When It Comes to Both Judaism and Disability, My Family Is Forging Our Own Way – Kveller
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When It Comes to Both Judaism and Disability, My Family Is Forging Our Own Way


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For a long time, I felt angry that I had to start from scratch when it came to my Jewish practice. I didn’t have a grandma with a chicken soup recipe, or a family heirloom menorah — I had no treasured Jewish memories of summer camp or Shabbat dinner. Coming to Jewish practice as an adult left me feeling like I had to work twice as hard to feel Jewish enough.

Meanwhile, my husband, Max, was born with cerebral palsy, as a result of a difficult and traumatic birth. His childhood was happy and full, but he missed out on a lot of typical experiences because while the other kids were playing, he was at endless physical therapy appointments. After more than five years together, there are still moments when I forget that he hasn’t experienced things I’d grown up thinking everybody experiences, like the simple act of tying your own shoe.

Caring for Max has always been part of our relationship, right from day one, and it has always been intertwined with our love, steeped in romance as well as rooted in everyday survival. Under the chuppah, I brought the kiddush cup to his lips as well as to my own. We both drank the wine.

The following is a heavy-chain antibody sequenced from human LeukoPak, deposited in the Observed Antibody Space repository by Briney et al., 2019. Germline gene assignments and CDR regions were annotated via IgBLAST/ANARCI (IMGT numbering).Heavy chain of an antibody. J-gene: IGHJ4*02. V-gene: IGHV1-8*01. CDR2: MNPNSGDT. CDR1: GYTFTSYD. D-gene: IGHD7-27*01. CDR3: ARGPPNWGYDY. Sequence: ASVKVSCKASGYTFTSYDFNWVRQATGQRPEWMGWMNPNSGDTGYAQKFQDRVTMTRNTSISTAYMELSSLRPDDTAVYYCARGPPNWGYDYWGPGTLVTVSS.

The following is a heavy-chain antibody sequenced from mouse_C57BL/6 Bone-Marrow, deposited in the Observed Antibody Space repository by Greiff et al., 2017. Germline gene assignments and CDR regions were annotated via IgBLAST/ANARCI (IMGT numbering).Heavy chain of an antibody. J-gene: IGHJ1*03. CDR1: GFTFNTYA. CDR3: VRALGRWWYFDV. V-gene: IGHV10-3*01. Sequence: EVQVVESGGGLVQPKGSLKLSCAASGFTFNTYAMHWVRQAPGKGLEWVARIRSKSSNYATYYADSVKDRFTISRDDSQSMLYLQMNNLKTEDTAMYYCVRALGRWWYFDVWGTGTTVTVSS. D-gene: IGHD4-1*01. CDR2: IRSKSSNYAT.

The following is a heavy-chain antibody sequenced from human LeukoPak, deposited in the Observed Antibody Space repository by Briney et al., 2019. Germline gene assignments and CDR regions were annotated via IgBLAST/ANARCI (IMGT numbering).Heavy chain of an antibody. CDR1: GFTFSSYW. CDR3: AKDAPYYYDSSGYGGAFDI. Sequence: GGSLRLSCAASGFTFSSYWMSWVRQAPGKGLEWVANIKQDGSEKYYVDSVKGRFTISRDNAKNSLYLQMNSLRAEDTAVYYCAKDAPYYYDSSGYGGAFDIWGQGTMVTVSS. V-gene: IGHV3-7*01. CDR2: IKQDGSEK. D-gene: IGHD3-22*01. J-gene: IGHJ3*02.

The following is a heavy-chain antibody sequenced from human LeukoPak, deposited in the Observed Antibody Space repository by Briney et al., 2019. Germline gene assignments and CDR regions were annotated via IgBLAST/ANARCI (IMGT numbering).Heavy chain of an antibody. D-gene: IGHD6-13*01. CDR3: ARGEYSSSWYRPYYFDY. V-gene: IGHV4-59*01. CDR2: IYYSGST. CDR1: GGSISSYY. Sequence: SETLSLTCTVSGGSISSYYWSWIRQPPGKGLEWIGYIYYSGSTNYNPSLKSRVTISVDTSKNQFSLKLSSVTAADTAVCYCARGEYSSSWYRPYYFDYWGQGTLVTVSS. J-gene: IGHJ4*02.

Max’s Austrian Jewish grandmother loved Christmas. She loved the tree, the strudel, the carols. Despite her family assimilating into Austrian culture, she still had to flee Vienna as a teenager, eventually ending up right in the middle of England. Proud of his heritage, but without a clear picture of what living Jewishly could look like, Max first allowed me to drag him to synagogue in 2017. I’d been practicing for a few years but I didn’t want to force my new boyfriend into religion, even if it was one he had ancestral ties to. I loved Judaism but tried to hold back from turning onto a one-woman Reform Chabad, coaxing lapsed Jews back onto the derech (path).

Like anyone who sets foot in a new place where everyone else seems to know one another and know what to do, he was at first wracked with anxiety. When Max is nervous, his body betrays him, spasms overtaking his limbs and tightness preventing him from concentrating on anything other than trying to stay upright in his wheelchair. But by the time we got to the end of the Shema, his tightness had left him, his arms were calm and he was able to submit to the rhythm of the service both familiar and utterly foreign.

There we were, two Jews with no background in Jewish practice, unmoored in a sense but carried along by the ebbs and flows in the tide of communal prayer.

My friend Rabbi Deborah Blausten once pointed out that in a way, I am lucky not to have the baggage of a Jewish upbringing. Certainly, we have felt that in making our own Jewish home, we are fortunate to avoid the ubiquitous “well, my family always did Shabbat like this!” and “my family calls it Shabbos, not Shabbat!” arguments. Instead, we’ve created our own family traditions: watching the shadows dance across our living room wall as the Shabbat candles flicker ever lower; listening to Spotify playlists of Jewish music by all our favorite cantors and Jewish musicians; lox and cream cheese on challah for Shabbat breakfast.